Surviving the Sudan….Book Review: A Long Walk to Water by Linda Sue Park

Nya:
Going was easy.

Going, the big plastic container held only air. Tall for her eleven years, Nya could switch the handle from one hands to the other, swing the container by her side, or cradle it in both arms. She could even drag it behind her, bumping it against the ground and raising a tiny cloud of dust with each step.

There was little weight, going. There was only heat, the sun already baking the air, even though it was long before noon. It would take her half the morning if she didn’t stop on the way.

Heat. Time. And thorns. (Park, p. 1)

Salva:
Every breath Salva took seemed to drain strength rather than restore it.

Thorns gored his feet. His lips became cracked and parched. Uncle cautioned him to make the water in his gourd last as long as possible. It was the hardest thing Salva had ever done, taking only tiny sips when his body cried out for huge gulps of thirst quenching, life-giving water. (Park, 53)

I’m going to open this post up with an immediate statement: Never have my eyes been so open to experience of those in other countries. I opened with these two excerpts, because they scratch the surface of the hardships Nya, living in the Sudan in 2008, and Salva, living in the Sudan in 1985, faced in their journies for survival.

Set in alternating time period, Salva and Nya both have different experiences in the Sudan. Salva is an eleven year old boy forced to flee his school after soldiers attack his schoolhouse during the Sudanese Civil War. The course of Salva’s experience is gut wrenching. From being forced to flee into the “bush” as they refer to it to having to make some tough decisions as a young boy, this is truly THE coming of age story. Prior to reading this, I didn’t know much about the Sudan or the war it faced from 1983-2005.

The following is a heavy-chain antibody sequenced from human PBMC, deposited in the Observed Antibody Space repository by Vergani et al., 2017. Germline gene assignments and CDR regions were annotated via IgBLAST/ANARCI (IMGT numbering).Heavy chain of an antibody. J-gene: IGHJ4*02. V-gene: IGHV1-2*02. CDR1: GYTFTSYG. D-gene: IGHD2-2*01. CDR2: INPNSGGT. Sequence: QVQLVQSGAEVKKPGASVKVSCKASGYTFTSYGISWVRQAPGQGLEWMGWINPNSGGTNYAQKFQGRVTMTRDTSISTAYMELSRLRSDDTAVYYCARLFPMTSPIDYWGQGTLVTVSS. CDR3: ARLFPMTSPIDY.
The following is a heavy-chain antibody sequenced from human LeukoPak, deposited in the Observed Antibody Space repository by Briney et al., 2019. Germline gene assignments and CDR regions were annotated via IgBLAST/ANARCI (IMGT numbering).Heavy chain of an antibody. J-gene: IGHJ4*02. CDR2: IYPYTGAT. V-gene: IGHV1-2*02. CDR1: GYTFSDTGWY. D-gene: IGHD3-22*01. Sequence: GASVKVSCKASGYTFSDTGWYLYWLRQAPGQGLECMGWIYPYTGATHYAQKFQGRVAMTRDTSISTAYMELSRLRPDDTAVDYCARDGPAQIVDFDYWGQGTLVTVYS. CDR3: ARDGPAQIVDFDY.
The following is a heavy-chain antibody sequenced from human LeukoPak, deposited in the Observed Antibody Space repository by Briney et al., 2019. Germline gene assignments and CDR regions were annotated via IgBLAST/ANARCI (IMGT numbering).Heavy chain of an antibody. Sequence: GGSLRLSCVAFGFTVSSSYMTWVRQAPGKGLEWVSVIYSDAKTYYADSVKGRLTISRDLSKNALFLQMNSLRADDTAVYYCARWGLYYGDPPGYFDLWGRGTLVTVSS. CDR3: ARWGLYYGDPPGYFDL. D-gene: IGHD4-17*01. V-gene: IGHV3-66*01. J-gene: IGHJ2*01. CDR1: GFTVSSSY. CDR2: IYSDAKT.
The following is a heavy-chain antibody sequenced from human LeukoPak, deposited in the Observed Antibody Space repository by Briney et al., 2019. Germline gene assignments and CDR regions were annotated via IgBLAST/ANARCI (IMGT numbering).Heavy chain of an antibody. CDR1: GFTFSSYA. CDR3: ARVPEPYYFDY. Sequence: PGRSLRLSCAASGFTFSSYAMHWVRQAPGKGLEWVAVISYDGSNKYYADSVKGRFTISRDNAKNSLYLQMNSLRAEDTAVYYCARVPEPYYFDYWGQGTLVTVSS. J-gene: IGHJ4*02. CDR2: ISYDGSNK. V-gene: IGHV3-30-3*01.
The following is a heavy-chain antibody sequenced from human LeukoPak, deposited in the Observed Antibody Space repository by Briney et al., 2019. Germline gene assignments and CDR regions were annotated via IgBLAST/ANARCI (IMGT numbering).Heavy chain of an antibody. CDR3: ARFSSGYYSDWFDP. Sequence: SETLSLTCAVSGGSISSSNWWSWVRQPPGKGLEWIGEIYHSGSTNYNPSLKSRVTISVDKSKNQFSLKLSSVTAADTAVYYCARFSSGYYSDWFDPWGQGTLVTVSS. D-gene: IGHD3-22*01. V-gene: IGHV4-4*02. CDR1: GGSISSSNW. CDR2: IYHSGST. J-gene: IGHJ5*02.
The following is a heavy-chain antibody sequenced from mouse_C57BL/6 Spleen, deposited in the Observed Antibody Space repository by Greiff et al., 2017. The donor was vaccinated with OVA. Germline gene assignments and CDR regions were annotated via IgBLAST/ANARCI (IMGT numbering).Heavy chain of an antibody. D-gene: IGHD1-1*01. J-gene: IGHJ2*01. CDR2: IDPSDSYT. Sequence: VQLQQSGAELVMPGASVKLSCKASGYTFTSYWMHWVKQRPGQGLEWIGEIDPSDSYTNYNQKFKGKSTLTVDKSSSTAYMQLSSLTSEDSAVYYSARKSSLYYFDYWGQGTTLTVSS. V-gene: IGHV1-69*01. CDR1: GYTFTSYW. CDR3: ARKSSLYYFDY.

Intermingling with Salva’s dialogue is the story of a young girl Nya who walks miles each day to fetch water for her family. During the dry season, when the pond Nya walks to dries up, she and her family are forced to live by a big lake that is also dry. The method by which Nya retrives just a little water during this 5 month period is almost worse than walking miles and miles twice a day. Dig and dig and dig for just a cup or two of water. And the water is so scarce, but so contaminated, to not die of dehydration may mean you die of dysentery.

The story primarily focuses on Salva as he escapes the Sudan in pursuit of a refugee camp in Ethiopia. Salva has to cross deserts, lion country, the Nile River, the Gilo river, and much more to find his freedom. The dialogue and narration of Salva is extremely easy to read and reads like an eleven year old boy would talk. This is based on Salva’s real life experience. This made it more emotionally taxing as you read it. I was immediately sucked into his story. With so much at stake and no one to see that he made it safely, I quickly became Salva’s champion. I felt that each page I read would bring Salva’s freedom and safety closer and closer.